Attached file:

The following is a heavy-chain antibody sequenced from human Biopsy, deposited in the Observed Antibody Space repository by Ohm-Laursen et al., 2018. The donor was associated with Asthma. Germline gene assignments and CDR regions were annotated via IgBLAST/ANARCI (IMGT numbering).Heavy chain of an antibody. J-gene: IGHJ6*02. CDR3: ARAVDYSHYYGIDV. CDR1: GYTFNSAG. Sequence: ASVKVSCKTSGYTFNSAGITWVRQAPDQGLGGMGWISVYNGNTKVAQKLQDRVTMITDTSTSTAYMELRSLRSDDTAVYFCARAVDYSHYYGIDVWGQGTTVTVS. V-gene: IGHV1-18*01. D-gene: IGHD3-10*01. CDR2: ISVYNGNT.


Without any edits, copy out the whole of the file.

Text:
The following is a heavy-chain antibody sequenced from human Biopsy, deposited in the Observed Antibody Space repository by Ohm-Laursen et al., 2018. The donor was associated with Asthma. Germline gene assignments and CDR regions were annotated via IgBLAST/ANARCI (IMGT numbering).Heavy chain of an antibody. J-gene: IGHJ6*02. CDR3: ARAVDYSHYYGIDV. CDR1: GYTFNSAG. Sequence: ASVKVSCKTSGYTFNSAGITWVRQAPDQGLGGMGWISVYNGNTKVAQKLQDRVTMITDTSTSTAYMELRSLRSDDTAVYFCARAVDYSHYYGIDVWGQGTTVTVS. V-gene: IGHV1-18*01. D-gene: IGHD3-10*01. CDR2: ISVYNGNT.